Two of Paris’ major train stations are located in the Tenth, so it has a tendency to be loud with lots of traffic. But, the section around the Canal Saint Martin has become increasingly chic and residential. This sector spans the area from Place de la Republique to the east side of the district and is filled with trendy, urban bars, cafes and restaurants.
The 12th is a residential area with a lot of parks, most notably the Promenade Plantee. This park sits above the street, with boutiques situated under its stone archways (featured in the film Before Sunset). In the twelfth you will also find the beautiful Gare de Lyon and the Opera Bastille. Old warehouses at the Cour St. Emillion have recently been redeveloped into bars, shops and restaurants.
The Fourteenth is home of the famed Montparnasse district, once a hangout for American ex-patriots in the 1920s, including Hemingway and Fitzgerald. Many of the bars they frequented still exist (Le Dome, La Rotonde) as expensive brasseries along the Boulevard Montparnasse. Here you will also find the much- debated and hated Tour Montparnasse towering over the neighborhood’s grand apartment buildings, as the only skyscraper within city limits. The area’s many middle to upper class families and students reside alongside two major macabre landmarks: the large Montparnasse Cemetery and the Catacombs.
The 16th is a very posh bourgeois district. The grand avenues are lined with leafy chestnut trees and beautiful 19th century architecture, housing lots of “old money” families and older couples.
This district combines the picturesque hill town of Montmartre with the infamous sex trade of Pigalle, birthplace of the Moulin Rouge and the cancan. Wandering through the meandering streets of Montmartre can be most rewarding, though the tourist traps near Sacré Coeur with their harassing portrait painters and overpriced cafes, should be avoided. The 18th remains one of the few still affordable areas of the city. Although gentrification is largely underway, it is one of the most diverse arrondissements.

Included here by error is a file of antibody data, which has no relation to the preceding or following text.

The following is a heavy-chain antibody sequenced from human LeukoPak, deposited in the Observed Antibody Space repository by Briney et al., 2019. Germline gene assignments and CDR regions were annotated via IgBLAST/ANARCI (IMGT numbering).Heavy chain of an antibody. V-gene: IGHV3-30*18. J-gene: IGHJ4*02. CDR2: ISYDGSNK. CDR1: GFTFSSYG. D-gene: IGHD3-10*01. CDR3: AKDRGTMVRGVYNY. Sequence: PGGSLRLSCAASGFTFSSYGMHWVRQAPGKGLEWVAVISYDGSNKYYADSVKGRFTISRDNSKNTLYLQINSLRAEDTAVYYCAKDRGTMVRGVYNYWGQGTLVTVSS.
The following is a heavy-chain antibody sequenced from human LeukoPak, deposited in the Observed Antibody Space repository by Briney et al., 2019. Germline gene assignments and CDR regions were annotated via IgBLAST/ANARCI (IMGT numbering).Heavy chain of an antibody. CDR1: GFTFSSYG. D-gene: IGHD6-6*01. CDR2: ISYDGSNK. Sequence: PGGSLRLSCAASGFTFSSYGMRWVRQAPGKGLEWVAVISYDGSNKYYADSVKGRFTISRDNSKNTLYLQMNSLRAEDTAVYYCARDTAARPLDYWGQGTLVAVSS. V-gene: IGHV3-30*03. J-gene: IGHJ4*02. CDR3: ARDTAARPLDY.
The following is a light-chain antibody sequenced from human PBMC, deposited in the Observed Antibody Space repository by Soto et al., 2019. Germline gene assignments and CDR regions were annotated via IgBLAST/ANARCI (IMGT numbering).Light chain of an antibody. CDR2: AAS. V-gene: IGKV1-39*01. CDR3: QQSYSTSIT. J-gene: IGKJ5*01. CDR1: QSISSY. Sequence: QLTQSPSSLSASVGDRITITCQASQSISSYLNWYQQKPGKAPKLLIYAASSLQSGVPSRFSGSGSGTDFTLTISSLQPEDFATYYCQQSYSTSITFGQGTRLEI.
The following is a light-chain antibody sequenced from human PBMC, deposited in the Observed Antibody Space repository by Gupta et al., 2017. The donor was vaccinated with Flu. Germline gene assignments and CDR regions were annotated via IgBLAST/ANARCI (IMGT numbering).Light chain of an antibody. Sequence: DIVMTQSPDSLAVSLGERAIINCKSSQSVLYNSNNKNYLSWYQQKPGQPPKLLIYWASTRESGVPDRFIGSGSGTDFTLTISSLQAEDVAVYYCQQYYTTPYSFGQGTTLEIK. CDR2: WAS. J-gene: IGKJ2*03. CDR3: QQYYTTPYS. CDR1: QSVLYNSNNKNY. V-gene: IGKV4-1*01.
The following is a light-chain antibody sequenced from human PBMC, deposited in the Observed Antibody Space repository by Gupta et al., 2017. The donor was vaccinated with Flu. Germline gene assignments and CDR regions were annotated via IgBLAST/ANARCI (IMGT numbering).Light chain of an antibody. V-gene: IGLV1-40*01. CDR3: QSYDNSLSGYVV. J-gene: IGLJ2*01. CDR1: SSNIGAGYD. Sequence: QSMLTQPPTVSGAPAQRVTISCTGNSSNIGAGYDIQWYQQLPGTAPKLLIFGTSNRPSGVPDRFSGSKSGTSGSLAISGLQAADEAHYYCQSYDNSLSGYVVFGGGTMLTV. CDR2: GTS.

The 20th is home to working class residents, like its neighbor, but its immigrant community, Belleville, has become increasingly gentrified. Père Lachaise, the famous cemetery, is a must-see for tourists looking to honor Paris’ most celebrated deceased laid to rest in a small city of tombs including Jim Morrison (Doors). The 20th has been steadily on the rise for the past years.
The 2nd is the smallest arrondissement and home to the Bourse, Paris’ stock exchange. There’s not much to say about this neighborhood because it’s a little impersonal, just a stop on the way from the first to the Marais.
Le Quartier Latin. This neighborhood sits across from Notre Dame and is the heart of traditional left bank intellectual and academic culture. It is home to a lot of students attending the Sorbonne, which adds to its youthful, lively atmosphere, rife with bars and restaurants.
This neighborhood hosts many important historical sites and government buildings. The imposing architecture offers a somewhat closed off atmosphere, but in general the area is very chic.